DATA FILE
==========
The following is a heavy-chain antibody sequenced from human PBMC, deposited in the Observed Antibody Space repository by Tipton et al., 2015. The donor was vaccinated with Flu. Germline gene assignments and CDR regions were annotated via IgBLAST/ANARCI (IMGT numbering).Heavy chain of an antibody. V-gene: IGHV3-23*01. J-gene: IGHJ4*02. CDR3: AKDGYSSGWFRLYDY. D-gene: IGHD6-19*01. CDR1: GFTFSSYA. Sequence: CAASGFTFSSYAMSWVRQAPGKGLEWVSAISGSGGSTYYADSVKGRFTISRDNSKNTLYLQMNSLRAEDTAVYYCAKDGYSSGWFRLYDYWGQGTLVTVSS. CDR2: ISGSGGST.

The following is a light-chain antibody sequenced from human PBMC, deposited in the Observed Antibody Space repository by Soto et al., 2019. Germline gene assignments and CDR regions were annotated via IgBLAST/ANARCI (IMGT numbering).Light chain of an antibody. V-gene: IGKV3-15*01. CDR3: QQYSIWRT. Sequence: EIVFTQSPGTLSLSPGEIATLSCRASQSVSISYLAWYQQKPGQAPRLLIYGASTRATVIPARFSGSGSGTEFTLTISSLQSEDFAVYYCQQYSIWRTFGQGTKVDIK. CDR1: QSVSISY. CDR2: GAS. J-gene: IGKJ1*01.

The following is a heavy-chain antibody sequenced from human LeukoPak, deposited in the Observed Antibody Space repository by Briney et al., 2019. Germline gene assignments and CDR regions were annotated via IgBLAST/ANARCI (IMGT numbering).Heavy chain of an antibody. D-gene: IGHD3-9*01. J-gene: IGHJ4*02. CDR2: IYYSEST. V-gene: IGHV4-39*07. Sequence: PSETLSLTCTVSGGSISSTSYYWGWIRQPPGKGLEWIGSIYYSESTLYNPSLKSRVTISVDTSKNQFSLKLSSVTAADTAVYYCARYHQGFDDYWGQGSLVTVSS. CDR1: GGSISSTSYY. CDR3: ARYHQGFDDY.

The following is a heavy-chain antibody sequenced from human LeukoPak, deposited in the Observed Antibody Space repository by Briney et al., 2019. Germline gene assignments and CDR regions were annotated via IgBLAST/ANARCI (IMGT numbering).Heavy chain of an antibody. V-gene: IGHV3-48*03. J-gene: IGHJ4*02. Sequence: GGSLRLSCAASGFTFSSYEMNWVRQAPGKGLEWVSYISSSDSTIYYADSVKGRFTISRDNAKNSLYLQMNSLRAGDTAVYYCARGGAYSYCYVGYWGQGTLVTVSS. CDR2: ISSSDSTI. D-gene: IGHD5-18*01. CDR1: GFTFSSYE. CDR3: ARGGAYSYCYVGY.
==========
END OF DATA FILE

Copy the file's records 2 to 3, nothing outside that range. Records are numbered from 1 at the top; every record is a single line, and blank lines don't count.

The following is a light-chain antibody sequenced from human PBMC, deposited in the Observed Antibody Space repository by Soto et al., 2019. Germline gene assignments and CDR regions were annotated via IgBLAST/ANARCI (IMGT numbering).Light chain of an antibody. V-gene: IGKV3-15*01. CDR3: QQYSIWRT. Sequence: EIVFTQSPGTLSLSPGEIATLSCRASQSVSISYLAWYQQKPGQAPRLLIYGASTRATVIPARFSGSGSGTEFTLTISSLQSEDFAVYYCQQYSIWRTFGQGTKVDIK. CDR1: QSVSISY. CDR2: GAS. J-gene: IGKJ1*01.

The following is a heavy-chain antibody sequenced from human LeukoPak, deposited in the Observed Antibody Space repository by Briney et al., 2019. Germline gene assignments and CDR regions were annotated via IgBLAST/ANARCI (IMGT numbering).Heavy chain of an antibody. D-gene: IGHD3-9*01. J-gene: IGHJ4*02. CDR2: IYYSEST. V-gene: IGHV4-39*07. Sequence: PSETLSLTCTVSGGSISSTSYYWGWIRQPPGKGLEWIGSIYYSESTLYNPSLKSRVTISVDTSKNQFSLKLSSVTAADTAVYYCARYHQGFDDYWGQGSLVTVSS. CDR1: GGSISSTSYY. CDR3: ARYHQGFDDY.